When Ebrahim Raisi first contested Iran’s presidency in 2017, the dismal conservative cleric lost heavily and failed to win over ambitious voters who had pinned their hopes on the republic’s nuclear deal to open up the country. .
Four years later, the collapse of the 2015 accord Iran signed with world powers, a devastating economic crisis caused by US sanctions, disillusioned voters and the regime’s determination to have a hardliner back to work paved the way for his election victory with 62 percent of the vote.
But for many inside and outside the republic, his victory bears the marks of a Pyrrhic victory.
More than half of voters chose not to vote in what reformers describe as a rare act of civil disobedience. The turnout of 48.8 percent was the lowest in the history of the Islamic republic, and 3.7 million people chose to spoil their ballots, more than on any of Raisi’s rivals.
“The message from the election is that the dissident faction is much bigger than the Raisi supporters,” said Hossein Yazdi, a reformist activist.
Many of those who stayed away from polling stations assumed the result was set after authorities banned leading reformist candidates. It was widely believed that Raisi, the head of the judiciary, was supported by Supreme Leader Ayatollah Ali Khamenei, and that hardliners used the election to regain control of all major branches of the state for the first time in nearly a decade. .
Analysts said Raisi’s victory increases his chances of succeeding 82-year-old Khamenei as supreme leader on his death. But only if he can deal with the challenges he inherits – an economy ravaged by sanctions and coronavirus, and a polarized society vulnerable to unrest.
His supporters hope he can end the power struggle between the factions that devastated the regime during President Hassan Rouhani’s second and final term, which ends in August. Unity within the theocratic system, which has competing centers of power, and smooth succession are considered Khamenei’s priorities. These goals have become more urgent as the republic has gone through its most turbulent period since the Iran-Iraq war of the 1980s.
“One nation, one team, one goal” was one of Raisi’s election slogans.
“I believe in Raisi because he is 100 percent aligned with the leadership,” said a regime insider. “Parliament, the leadership, the judiciary – they will all be aligned and performing better.”
The catalyst for the recent slump in Iran was Donald Trump’s decision to withdraw the US from the nuclear deal. He imposed crippling sanctions on the republic and individuals, including Raisi, and strangled Iran’s ability to export oil and plunged it into recession.
The turmoil encouraged hardliners and crushed the dreams of the 24 million Iranians who voted for Rouhani in 2017 in hopes that the nuclear deal would herald change and prosperity.
Their disillusionment played into Raisi’s hands. His conservative constituency heeded the leaders’ call to vote, while reformists stayed at home.
So while he technically won a landslide, he faces serious challenges without the strong people’s mandate of his predecessors.
“Raisi has entered into a match that he will lose. In the eyes of the public, rightly or wrongly, his victory was predetermined,” said a reformist analyst. “This makes people angry.”
Others fear that hardliners will further marginalize and oppress pro-democracy activists.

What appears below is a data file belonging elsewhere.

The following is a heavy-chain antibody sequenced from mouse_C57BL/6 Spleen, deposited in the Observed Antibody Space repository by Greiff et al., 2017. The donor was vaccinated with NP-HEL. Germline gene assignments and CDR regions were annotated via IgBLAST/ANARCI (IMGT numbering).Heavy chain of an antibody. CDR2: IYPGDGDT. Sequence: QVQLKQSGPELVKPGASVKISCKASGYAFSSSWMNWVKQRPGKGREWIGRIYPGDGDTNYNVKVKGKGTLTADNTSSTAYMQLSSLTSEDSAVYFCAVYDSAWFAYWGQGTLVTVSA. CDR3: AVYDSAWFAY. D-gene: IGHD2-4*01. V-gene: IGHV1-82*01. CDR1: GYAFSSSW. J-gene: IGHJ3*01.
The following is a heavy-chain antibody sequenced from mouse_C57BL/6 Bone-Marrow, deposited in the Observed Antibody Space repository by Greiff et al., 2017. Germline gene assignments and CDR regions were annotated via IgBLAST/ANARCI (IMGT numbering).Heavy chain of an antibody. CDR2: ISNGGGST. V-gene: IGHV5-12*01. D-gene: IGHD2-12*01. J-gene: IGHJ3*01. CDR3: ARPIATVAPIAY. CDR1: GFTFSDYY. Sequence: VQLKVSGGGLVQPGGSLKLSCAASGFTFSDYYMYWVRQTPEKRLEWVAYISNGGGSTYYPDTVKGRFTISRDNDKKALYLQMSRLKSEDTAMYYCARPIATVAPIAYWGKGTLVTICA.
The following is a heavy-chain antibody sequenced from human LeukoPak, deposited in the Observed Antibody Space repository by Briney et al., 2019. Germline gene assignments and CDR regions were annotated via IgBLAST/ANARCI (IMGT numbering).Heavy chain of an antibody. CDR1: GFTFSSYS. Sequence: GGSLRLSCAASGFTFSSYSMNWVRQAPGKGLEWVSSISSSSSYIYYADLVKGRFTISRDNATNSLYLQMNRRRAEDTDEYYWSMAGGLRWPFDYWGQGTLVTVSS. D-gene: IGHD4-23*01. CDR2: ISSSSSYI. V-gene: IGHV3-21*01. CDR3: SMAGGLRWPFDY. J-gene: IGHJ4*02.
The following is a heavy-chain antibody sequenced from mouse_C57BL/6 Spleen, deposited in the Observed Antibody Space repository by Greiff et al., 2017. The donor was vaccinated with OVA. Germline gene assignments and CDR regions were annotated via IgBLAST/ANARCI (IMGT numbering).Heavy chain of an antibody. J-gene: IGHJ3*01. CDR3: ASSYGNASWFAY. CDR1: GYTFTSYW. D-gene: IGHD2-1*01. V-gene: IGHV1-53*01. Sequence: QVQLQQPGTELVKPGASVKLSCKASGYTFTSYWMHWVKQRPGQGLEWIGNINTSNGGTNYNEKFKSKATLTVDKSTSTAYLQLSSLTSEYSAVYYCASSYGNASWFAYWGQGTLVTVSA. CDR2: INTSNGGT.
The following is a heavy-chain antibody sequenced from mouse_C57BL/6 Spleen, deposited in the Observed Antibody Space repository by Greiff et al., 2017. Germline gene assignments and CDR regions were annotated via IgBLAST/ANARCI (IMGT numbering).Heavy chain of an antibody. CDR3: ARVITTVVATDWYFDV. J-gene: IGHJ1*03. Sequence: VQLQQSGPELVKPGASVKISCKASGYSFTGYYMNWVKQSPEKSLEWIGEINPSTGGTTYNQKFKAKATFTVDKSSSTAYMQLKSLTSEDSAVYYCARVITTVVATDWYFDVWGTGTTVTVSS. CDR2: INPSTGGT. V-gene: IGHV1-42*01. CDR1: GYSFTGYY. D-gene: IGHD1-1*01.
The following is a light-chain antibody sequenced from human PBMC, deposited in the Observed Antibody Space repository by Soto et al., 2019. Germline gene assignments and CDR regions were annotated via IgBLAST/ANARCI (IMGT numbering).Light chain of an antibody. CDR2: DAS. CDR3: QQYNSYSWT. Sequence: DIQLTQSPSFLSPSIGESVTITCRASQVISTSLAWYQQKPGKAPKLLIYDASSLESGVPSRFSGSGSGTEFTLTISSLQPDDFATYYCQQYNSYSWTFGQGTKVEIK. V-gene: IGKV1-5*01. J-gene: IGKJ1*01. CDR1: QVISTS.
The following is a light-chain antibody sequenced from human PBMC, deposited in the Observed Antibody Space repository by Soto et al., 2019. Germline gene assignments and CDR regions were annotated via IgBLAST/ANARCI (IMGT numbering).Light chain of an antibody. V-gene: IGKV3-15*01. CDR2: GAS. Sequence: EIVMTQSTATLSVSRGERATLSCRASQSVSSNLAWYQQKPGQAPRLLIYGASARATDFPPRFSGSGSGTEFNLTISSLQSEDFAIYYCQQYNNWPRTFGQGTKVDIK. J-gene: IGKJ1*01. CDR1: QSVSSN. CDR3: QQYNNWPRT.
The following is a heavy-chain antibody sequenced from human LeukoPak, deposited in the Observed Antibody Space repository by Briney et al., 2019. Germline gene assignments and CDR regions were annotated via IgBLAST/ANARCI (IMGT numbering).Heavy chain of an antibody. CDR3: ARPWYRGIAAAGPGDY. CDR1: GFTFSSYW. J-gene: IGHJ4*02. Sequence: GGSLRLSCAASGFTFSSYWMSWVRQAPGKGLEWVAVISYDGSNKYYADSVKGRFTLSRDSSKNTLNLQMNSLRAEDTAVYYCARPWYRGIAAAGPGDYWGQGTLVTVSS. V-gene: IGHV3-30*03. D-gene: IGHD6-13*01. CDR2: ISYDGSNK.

“Without a doubt there will be oppression of pro-democracy people,” said Yazdi, the activist.
There have long been concerns about Raisi’s human rights situation. Now it threatens to tarnish its credibility at home and abroad as Tehran negotiates with world powers to reach an agreement to bring the US back to the nuclear deal and lift sanctions.
President Joe Biden has said he will rejoin the accord if Iran fully adheres to the deal. But the new administration will be led by a man accused by the Trump administration of overseeing executions, “torture and other inhumane treatment of prisoners” when it imposed sanctions on Raisi in 2019.
He is said to have been linked to the execution of thousands of political prisoners when he was a public prosecutor in the late 1980s. He did not respond during that period.
Born into a clerical family, Raisi’s path to the top became clear five years ago when Khamenei appointed him custodian of the Imam Reza shrine in his home city of Mashhad, a powerful position that oversees Iran’s holiest site.
After Khamenei appointed him in 2019 as head of the judiciary, one of the main centers of hard power, he used the post to launch an anti-corruption crusade that earned him praise, even from some of his critics. Others, however, saw the move as the relaunch of his political ambitions.
During the election campaign, he offered few policy details, but said domestic issues were his priority. He tried to appeal to Iranians who have suffered economic hardship, sometimes referring to his own humble upbringing.
“I have not only known poverty, I have tasted poverty,” was a phrase he repeated.
He has made only cursory references to foreign policy, and few expect significant changes, whether in Iran’s hostile relations with the US, its support of regional militant groups or the expansion of its missile program.
Unlike Rouhani, Raisi has had little overseas exposure, and regional policy and major security decisions are made by Khamenei.
Analysts add that he will likely be less overtly radical than Mahmoud Ahmadi-Nejad, Iran’s last hardline president. His first term in office was marked by bombastic diatribes against the US and Israel and expensive, populist domestic policies that led to economic chaos.
But even conservatives recognize that Raisi faces a daunting mission.
“It is not unlikely that Raisi’s term will become comparable to that of Ahmadi-Nejad and Rouhani. [chaotic last years]’ said Mohammad Mohajeri, a conservative analyst. “The political boat in Iran is rocking enormously.”